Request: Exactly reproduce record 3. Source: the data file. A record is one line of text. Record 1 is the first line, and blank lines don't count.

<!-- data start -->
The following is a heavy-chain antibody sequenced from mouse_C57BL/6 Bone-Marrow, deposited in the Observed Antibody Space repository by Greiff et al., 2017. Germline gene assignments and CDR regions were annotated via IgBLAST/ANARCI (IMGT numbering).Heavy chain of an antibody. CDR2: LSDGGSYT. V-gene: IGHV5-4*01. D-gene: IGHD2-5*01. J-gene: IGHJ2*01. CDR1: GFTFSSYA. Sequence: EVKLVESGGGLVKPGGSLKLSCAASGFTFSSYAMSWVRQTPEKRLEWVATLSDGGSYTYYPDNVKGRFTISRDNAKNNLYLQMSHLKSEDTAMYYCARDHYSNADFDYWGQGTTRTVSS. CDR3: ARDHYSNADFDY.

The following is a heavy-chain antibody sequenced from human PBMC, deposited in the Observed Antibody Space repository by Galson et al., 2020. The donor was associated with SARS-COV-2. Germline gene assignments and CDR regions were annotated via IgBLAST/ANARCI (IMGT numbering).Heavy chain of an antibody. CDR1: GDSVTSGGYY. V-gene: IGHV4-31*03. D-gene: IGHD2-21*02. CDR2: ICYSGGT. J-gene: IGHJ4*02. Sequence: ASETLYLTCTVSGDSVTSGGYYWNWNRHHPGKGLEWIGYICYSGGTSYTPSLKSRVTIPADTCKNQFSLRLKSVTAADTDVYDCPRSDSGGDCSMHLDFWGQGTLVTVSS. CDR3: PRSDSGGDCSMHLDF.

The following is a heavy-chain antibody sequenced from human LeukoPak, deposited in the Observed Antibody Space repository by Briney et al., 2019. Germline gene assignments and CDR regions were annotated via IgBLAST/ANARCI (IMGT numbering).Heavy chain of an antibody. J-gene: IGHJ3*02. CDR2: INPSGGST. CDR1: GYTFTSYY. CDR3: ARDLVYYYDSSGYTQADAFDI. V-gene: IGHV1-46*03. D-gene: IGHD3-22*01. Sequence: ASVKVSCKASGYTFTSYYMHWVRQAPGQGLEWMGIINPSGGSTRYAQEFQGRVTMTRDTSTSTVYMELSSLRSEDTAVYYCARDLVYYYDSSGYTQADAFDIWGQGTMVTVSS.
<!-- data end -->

The following is a heavy-chain antibody sequenced from human LeukoPak, deposited in the Observed Antibody Space repository by Briney et al., 2019. Germline gene assignments and CDR regions were annotated via IgBLAST/ANARCI (IMGT numbering).Heavy chain of an antibody. J-gene: IGHJ3*02. CDR2: INPSGGST. CDR1: GYTFTSYY. CDR3: ARDLVYYYDSSGYTQADAFDI. V-gene: IGHV1-46*03. D-gene: IGHD3-22*01. Sequence: ASVKVSCKASGYTFTSYYMHWVRQAPGQGLEWMGIINPSGGSTRYAQEFQGRVTMTRDTSTSTVYMELSSLRSEDTAVYYCARDLVYYYDSSGYTQADAFDIWGQGTMVTVSS.